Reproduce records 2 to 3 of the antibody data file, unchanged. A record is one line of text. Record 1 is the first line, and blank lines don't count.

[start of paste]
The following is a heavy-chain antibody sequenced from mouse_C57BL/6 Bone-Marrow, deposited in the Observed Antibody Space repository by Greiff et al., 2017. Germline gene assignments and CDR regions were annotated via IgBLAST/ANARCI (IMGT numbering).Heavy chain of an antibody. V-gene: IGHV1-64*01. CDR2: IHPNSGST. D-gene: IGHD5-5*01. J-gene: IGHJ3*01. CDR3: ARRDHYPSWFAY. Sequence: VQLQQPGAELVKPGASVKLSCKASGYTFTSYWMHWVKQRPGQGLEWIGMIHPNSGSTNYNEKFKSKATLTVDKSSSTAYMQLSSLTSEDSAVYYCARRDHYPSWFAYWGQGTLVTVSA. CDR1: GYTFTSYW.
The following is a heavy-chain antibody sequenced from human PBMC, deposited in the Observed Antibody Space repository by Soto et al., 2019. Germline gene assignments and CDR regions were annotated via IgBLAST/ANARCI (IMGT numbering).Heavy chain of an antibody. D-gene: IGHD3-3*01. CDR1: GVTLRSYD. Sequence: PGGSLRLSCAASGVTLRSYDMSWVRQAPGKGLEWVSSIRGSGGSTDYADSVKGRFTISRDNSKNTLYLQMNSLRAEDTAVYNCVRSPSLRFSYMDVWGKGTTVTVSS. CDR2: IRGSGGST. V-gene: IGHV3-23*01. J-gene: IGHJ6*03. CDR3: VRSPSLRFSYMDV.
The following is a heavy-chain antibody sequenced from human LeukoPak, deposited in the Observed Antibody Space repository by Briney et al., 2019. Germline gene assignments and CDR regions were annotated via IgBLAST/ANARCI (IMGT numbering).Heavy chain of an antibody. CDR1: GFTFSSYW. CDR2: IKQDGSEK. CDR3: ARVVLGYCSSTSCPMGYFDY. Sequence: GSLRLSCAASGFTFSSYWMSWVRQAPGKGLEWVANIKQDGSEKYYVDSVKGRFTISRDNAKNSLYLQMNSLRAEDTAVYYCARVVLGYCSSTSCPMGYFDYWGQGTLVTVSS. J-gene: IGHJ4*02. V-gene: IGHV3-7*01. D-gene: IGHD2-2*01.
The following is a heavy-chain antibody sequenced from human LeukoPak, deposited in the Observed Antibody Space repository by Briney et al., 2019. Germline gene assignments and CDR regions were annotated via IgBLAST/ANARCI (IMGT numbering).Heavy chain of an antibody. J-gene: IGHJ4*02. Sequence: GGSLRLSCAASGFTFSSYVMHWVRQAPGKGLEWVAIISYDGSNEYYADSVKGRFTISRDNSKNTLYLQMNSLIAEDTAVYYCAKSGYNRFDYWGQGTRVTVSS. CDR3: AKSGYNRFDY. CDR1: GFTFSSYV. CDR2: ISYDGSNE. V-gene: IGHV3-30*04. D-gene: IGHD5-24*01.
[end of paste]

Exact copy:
The following is a heavy-chain antibody sequenced from human PBMC, deposited in the Observed Antibody Space repository by Soto et al., 2019. Germline gene assignments and CDR regions were annotated via IgBLAST/ANARCI (IMGT numbering).Heavy chain of an antibody. D-gene: IGHD3-3*01. CDR1: GVTLRSYD. Sequence: PGGSLRLSCAASGVTLRSYDMSWVRQAPGKGLEWVSSIRGSGGSTDYADSVKGRFTISRDNSKNTLYLQMNSLRAEDTAVYNCVRSPSLRFSYMDVWGKGTTVTVSS. CDR2: IRGSGGST. V-gene: IGHV3-23*01. J-gene: IGHJ6*03. CDR3: VRSPSLRFSYMDV.
The following is a heavy-chain antibody sequenced from human LeukoPak, deposited in the Observed Antibody Space repository by Briney et al., 2019. Germline gene assignments and CDR regions were annotated via IgBLAST/ANARCI (IMGT numbering).Heavy chain of an antibody. CDR1: GFTFSSYW. CDR2: IKQDGSEK. CDR3: ARVVLGYCSSTSCPMGYFDY. Sequence: GSLRLSCAASGFTFSSYWMSWVRQAPGKGLEWVANIKQDGSEKYYVDSVKGRFTISRDNAKNSLYLQMNSLRAEDTAVYYCARVVLGYCSSTSCPMGYFDYWGQGTLVTVSS. J-gene: IGHJ4*02. V-gene: IGHV3-7*01. D-gene: IGHD2-2*01.